Analysis of Abortion Practice in Colombia Released
"Unintended Pregnancy and Induced Abortion in Colombia: Causes and Consequences," the first report released in approximately twenty years analyzing abortion in Columbia, revealed that approximately "one in 26 Columbian women had an abortion in 2008" and that an estimated one third of pregnancies resulted in an abortion. The study, released by the Guttmacher Institute, indicated that although the number of abortions performed in the country has increased slightly since 1989, this is primarily due to the increased number of women who are of reproductive age. Elena Prada, one of the report's authors, highlighted the need for increased access to contraception for Colombian women, saying, "We must bear in mind that unintended pregnancy is the reason for the vast majority of abortions. Improved family planning services and increased use of contraception are key in reducing unintended pregnancies, and thus abortions in Columbia."
Although a Colombian court ruled in 2006 that abortions could be legally performed when the women's life is in danger or in cases of rape or incest, almost all abortions in Columbia -99.9 percent - are illegal, despite the fact that "an estimated 132,000 women (one-third of all women having an abortion experience complications that require medical attention."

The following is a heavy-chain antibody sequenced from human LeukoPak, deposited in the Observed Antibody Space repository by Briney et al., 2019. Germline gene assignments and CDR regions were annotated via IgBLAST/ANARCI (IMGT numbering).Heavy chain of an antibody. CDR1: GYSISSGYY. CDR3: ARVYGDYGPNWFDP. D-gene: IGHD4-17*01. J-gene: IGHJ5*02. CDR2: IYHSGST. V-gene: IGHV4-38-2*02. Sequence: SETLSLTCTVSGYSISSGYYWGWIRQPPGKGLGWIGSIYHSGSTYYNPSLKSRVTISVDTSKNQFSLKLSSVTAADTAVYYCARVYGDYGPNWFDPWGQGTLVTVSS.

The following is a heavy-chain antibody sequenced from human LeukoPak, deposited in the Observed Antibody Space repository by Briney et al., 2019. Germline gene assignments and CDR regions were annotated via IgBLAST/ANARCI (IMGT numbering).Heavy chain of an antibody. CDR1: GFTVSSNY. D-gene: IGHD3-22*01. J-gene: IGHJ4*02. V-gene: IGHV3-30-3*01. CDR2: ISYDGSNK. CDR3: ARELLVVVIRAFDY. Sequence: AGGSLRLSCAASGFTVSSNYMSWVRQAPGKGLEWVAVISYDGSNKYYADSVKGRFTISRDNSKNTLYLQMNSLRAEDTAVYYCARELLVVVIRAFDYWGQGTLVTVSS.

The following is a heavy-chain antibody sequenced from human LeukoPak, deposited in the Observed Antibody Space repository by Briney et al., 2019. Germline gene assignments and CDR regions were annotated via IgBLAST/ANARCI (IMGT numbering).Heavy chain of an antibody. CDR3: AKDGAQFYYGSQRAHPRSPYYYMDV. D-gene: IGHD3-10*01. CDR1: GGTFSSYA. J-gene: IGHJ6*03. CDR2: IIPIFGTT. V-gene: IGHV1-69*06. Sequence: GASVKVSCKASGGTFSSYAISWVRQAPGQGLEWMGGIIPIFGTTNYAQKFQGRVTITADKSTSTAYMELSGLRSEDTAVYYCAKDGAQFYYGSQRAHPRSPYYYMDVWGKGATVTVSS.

Cristina Villareal, co-author of the report, stated, "The study's findings make clear the need to remove institutional and bureaucratic obstacles for women seeking a legal procedure and ensure that health facilities with the capacity and mandate to provide safe and legal procedures do so. Six out of 10 health facilities in Colombia that have the capacity to provide postabortion care do not provide it and about nine out of every 10 of these facilities do not offer legal abortion services."
Media Resources: Guttmacher Institute 9/7/11; Unintended Pregnancy and Induced Abortion in Columbia: Causes and Consequences 2011
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10/31/2014 Women of Color in Tennessee Are United in Opposition to Amendment 1 - Just days before the general election in Tennessee, a coalition of community leaders, clergy, and advocates led a press conference encouraging women of color to vote no on Amendment 1, a dangerous and far-reaching measure on the state's ballot.
SisterReach, a grassroots organization focused on "empowering, organizing, and mobilizing women and girls in the community around their reproductive and sexual health to make informed decisions about themselves," organized the press conference "to call attention to the unique concerns Black and poor communities throughout Shelby County and across the state of Tennessee face on a daily basis" and to emphasize how the upcoming election "could further limit [black women's] reproductive, economic, political, and social autonomy."
"We assemble today to impress upon black women and women of color, many of whom are heads of households, to get out and vote," said SisterReacher Founder and CEO Cherisse Scott at the event.
SisterReach has been educating voters about the particularly dangerous impact of Amendment 1 on women of color. . . .
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